Irish-American philanthropists Peter Kinney and Lisa Sandquist have recently detailed to The Irish Examiner their plans to donate their life-savings to various organisations improving social equality in Ireland. The couple have chosen to donate a portion of that to LGBT Ireland, along with five other organisations.
The philanthropists have worked with Social Innovation Fund Ireland to choose the organisations to donate to. The philanthropist couple avoid the limelight and prefer not to have their photo used.
In light of #Pride2019 we're celebrating our Awardees who support the LGBT+ Community including @LGBT_ie's Champions Programme which aims to equip older people’s services in Ireland with the confidence & competence to “come out as LGBT friendly”. Visit: https://t.co/xehJXEWe7P 🏳️🌈 pic.twitter.com/G3uZInrm13
— Social Innovation Fund Ireland (@SInnovationIRL) June 27, 2019
They have chosen to donate to LGBT Ireland in order to support the LGBT Champions Programme, which is aimed at services protecting older queer people. The programme works with health and social care professionals to create competency and confidence in their respective fields to improve inclusion for older LGBT+ people.
Other social good organisations that the couple are donating to include Amal Women’s Association, Power To Recover, Stay Safe Work Wise (SSWW), and the Phoenix Programme.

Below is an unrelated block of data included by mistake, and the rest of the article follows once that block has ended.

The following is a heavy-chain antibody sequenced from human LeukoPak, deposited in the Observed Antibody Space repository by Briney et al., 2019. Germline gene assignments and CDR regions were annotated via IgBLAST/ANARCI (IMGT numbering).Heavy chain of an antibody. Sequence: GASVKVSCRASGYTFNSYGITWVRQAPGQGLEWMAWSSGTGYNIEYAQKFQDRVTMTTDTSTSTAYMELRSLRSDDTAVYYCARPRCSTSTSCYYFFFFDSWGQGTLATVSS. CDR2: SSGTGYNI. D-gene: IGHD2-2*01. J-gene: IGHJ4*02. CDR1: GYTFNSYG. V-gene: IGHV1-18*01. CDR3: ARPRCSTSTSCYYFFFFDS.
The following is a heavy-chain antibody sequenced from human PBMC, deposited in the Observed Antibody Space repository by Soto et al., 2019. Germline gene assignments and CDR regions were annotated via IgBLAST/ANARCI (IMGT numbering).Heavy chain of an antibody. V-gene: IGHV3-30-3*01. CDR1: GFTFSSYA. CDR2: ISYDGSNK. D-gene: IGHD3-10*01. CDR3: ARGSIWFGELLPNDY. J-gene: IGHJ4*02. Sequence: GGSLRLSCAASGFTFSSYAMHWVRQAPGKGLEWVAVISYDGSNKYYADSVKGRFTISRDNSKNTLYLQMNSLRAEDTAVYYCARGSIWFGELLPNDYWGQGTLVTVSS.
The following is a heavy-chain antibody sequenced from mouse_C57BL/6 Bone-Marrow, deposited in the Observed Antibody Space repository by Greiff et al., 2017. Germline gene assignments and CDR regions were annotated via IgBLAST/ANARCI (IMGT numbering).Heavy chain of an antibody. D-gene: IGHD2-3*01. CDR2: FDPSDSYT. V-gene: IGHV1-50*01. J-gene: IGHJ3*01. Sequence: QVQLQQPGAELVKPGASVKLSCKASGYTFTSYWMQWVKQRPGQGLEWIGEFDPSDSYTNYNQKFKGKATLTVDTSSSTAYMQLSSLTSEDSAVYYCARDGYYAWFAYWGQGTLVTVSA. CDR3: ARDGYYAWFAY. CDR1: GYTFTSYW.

Greater visibility and support for older LGBT+ people is so important!
— LGBT Ireland (@LGBT_ie) July 3, 2019
The couple has noted that they see rapid social change happening in Ireland, and want to support Ireland in becoming a more equal place.
“When you grew up in Ireland, it’s really surprising how the attitudes towards people who are different to you have changed, whether that’s marriage equality or the Eighth Amendment.” Peter says.
“In the US, people still have this image of Ireland as this conservative Catholic country, and they’re amazed to hear on the news that Ireland has a gay Prime Minister of an ethnic background, but there are underlying problems and we’re trying to play a small part in bringing those problems to light and to see what we can do about them.”
Lisa defined their mission in saying: “We see equality really as just helping people on the margins, who have difficulty living the same life as people who have rights.”
She adds that meditation and contemplation of mortality have influenced the way her and her partner have chosen to give away money: “Studying yoga and meditation can lead you to think about your mortality and what you want to leave the world, and maybe that’s why it’s so important to me that we’re doing this. It’s really satisfying. There’s a selfish aspect to giving.”
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